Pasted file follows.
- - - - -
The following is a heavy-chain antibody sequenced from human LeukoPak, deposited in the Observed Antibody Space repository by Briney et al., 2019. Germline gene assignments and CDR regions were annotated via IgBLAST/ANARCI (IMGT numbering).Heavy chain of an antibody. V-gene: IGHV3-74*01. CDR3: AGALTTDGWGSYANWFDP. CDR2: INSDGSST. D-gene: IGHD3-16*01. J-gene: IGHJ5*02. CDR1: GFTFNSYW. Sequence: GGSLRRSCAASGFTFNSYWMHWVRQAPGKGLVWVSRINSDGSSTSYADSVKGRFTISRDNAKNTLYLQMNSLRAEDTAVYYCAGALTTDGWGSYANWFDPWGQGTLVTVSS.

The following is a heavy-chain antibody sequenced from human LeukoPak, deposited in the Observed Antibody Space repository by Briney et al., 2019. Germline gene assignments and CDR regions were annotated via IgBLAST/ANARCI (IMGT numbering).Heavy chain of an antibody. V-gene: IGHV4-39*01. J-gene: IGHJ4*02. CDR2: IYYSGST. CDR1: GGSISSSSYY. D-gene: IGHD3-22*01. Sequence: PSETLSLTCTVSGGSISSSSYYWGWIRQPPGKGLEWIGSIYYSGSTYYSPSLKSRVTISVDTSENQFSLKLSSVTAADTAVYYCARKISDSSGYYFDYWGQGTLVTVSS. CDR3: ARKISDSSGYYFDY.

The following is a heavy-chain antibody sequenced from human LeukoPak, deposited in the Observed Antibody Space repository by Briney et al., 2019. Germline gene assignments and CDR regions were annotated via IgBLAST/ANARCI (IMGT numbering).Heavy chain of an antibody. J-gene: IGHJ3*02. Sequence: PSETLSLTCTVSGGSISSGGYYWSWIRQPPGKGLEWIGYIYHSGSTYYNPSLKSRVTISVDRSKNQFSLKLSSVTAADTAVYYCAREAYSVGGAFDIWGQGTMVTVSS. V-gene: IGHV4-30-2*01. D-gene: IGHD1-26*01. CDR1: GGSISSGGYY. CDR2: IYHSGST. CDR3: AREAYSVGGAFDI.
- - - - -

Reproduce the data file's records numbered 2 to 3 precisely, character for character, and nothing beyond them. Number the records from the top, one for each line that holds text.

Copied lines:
The following is a heavy-chain antibody sequenced from human LeukoPak, deposited in the Observed Antibody Space repository by Briney et al., 2019. Germline gene assignments and CDR regions were annotated via IgBLAST/ANARCI (IMGT numbering).Heavy chain of an antibody. V-gene: IGHV4-39*01. J-gene: IGHJ4*02. CDR2: IYYSGST. CDR1: GGSISSSSYY. D-gene: IGHD3-22*01. Sequence: PSETLSLTCTVSGGSISSSSYYWGWIRQPPGKGLEWIGSIYYSGSTYYSPSLKSRVTISVDTSENQFSLKLSSVTAADTAVYYCARKISDSSGYYFDYWGQGTLVTVSS. CDR3: ARKISDSSGYYFDY.

The following is a heavy-chain antibody sequenced from human LeukoPak, deposited in the Observed Antibody Space repository by Briney et al., 2019. Germline gene assignments and CDR regions were annotated via IgBLAST/ANARCI (IMGT numbering).Heavy chain of an antibody. J-gene: IGHJ3*02. Sequence: PSETLSLTCTVSGGSISSGGYYWSWIRQPPGKGLEWIGYIYHSGSTYYNPSLKSRVTISVDRSKNQFSLKLSSVTAADTAVYYCAREAYSVGGAFDIWGQGTMVTVSS. V-gene: IGHV4-30-2*01. D-gene: IGHD1-26*01. CDR1: GGSISSGGYY. CDR2: IYHSGST. CDR3: AREAYSVGGAFDI.